of the Church there is a fine view of the river Medina, looking
towards Newport, the capital of the Island.

[Illustration: _The Pier, Cowes._]

THE PIER, COWES.--The new Pier and Esplanade from an attractive
feature at Cowes. When emerging from its narrow streets you come
out into the wide open expanse of Esplanade, it is a great relief.
The Marine Hotel forms a prominent object. East Cowes is to be seen
in the distance. This view is taken from close to the entrance to
the Royal Yacht Squadron Grounds and Landing Stage.

[Illustration: _Royal Yacht Squadron Club House, Cowes._]

ROYAL YACHT SQUADRON CLUB HOUSE, COWES.--The Club House was originally
one of the fortresses built by Henry VIII. for the defence of the
Island. In the time of Charles I. it became a prison. It is now
rented from the Commissioners of Woods and forests by the Club.
It is a scene of gaiety and animation during the first week in
August, which is the Cowes week of the season. Crowds gather near
the slipway to see the royal and noble passengers land when the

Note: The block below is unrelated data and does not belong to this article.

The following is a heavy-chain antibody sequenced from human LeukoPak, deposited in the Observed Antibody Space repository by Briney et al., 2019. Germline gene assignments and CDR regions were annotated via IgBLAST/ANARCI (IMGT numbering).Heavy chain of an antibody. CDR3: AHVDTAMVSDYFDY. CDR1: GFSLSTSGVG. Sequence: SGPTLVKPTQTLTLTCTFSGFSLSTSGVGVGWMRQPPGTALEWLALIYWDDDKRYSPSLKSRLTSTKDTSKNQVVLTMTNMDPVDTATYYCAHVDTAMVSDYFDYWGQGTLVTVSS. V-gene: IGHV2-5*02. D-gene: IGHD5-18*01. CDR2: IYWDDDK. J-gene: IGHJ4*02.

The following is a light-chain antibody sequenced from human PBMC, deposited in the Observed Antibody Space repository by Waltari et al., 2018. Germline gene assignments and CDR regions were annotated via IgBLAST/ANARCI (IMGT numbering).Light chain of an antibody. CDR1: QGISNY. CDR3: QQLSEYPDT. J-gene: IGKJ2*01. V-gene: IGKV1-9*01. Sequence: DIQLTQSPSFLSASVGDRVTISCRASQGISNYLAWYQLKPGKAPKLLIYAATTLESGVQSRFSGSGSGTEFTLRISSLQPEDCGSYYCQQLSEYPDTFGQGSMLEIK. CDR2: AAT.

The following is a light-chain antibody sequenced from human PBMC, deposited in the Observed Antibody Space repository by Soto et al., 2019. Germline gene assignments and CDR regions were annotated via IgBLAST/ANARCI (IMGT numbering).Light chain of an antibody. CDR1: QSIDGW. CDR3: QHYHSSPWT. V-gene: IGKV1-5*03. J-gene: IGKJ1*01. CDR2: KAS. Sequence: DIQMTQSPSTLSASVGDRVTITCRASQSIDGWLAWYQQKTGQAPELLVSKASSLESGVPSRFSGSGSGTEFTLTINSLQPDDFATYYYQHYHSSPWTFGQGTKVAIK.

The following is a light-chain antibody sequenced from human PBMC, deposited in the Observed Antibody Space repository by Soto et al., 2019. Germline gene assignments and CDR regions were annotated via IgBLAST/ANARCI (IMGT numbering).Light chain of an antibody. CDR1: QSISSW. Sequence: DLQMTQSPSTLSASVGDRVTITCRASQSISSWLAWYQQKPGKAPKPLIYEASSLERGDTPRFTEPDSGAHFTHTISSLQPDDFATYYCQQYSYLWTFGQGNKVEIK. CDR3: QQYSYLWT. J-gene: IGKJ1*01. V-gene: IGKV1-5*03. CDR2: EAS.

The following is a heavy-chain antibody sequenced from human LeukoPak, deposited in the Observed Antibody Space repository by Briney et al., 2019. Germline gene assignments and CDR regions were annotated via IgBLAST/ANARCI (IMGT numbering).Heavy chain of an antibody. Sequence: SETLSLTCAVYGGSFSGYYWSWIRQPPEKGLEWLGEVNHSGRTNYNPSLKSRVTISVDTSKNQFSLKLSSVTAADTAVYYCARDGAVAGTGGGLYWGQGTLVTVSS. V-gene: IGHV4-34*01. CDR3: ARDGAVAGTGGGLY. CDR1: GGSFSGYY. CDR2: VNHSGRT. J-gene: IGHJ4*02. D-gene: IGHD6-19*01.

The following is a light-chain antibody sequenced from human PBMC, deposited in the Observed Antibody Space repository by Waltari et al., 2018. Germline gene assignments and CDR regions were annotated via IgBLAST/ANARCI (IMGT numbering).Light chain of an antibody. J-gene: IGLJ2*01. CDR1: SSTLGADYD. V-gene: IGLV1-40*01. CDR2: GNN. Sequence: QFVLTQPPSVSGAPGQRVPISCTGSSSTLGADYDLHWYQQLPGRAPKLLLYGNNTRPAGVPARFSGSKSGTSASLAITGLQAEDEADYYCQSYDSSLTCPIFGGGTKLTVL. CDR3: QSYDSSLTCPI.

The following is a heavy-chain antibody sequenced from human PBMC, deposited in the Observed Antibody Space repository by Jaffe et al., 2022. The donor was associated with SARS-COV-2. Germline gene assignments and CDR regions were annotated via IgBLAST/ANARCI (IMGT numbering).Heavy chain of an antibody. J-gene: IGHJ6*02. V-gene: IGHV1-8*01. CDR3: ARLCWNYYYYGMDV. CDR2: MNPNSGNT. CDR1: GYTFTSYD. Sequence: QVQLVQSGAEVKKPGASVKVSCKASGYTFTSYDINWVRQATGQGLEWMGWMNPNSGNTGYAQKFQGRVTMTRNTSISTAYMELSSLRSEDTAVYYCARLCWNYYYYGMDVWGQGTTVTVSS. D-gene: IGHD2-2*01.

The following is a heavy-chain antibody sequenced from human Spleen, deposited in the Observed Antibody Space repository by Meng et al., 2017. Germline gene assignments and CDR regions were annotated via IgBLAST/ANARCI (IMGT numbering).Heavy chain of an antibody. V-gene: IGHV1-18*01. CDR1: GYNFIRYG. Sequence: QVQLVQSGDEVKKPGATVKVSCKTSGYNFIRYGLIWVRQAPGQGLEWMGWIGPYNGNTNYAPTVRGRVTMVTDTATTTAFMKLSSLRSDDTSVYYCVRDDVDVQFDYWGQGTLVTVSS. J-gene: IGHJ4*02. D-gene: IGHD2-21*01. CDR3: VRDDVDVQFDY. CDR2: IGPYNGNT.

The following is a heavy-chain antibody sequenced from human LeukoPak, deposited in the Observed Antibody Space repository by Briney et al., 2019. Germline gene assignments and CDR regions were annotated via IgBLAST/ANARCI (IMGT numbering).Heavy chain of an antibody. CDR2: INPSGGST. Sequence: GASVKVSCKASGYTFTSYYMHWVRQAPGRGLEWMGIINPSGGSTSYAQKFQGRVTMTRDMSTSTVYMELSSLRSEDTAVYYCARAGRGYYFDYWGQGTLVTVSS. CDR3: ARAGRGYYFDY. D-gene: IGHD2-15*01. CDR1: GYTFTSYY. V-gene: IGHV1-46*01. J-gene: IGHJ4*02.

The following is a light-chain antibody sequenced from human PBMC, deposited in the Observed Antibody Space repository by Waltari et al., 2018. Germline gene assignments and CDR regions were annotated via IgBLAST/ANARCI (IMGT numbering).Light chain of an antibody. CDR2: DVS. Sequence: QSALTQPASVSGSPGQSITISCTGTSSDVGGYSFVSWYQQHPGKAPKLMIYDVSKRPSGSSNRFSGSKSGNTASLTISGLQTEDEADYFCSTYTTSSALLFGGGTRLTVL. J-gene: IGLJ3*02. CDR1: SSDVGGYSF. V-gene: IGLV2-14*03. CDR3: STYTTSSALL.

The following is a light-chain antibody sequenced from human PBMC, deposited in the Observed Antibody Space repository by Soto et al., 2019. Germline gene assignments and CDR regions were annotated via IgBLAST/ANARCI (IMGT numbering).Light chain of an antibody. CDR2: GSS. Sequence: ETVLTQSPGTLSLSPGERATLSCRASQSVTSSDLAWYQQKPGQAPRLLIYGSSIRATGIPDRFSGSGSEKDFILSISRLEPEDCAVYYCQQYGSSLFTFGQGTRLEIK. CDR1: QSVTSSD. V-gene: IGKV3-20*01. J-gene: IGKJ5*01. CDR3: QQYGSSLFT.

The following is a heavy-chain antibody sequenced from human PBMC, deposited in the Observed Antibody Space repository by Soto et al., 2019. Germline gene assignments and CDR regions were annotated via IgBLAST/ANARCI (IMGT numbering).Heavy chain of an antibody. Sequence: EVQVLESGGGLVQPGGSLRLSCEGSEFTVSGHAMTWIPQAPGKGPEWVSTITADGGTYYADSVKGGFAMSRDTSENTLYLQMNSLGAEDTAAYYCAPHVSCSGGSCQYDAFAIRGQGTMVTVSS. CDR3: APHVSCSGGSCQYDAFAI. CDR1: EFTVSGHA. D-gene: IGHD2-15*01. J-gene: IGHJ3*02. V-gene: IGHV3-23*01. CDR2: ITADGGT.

yachting season is on. The Causeway leads to the Green which is
crowded during the racing. On fireworks-night this thoroughfare
is densely packed from end to end.

[Illustration: _High Street and Queen Victoria Memorial, Newport._]

borough of Newport is the capital of the Island. Its streets are
usually busy, and on market days are quite gay and animated. The
County Petty Sessional Court is held every Saturday in the Town
Hall, which is also the meeting-place of the Town Council. The
Isle of Wight County Council meets at the Technical Institute,
as does also the Education Authority. In the same building is the
Free Library, the gift of Sir Charles Seeley, Bart., who also pays
the librarian's salary, with the water rent secured from the Town
Council for the splendid supply, recently acquired from the estate
of Sir Charles at Bowcombe. The Diamond Jubilee Memorial to Her
late Majesty is erected on the spot where at the Jubilee, in 1887,
Her Royal Highness received an address of congratulation from the
inhabitants of the Isle of Wight. Newport contains the old Grammar
School where Charles I. held his conference with representatives of
the Parliament, and many other buildings of historical interest.
The monument to the Princess Elizabeth, daughter of Charles I.,
is in St. Thomas' Church.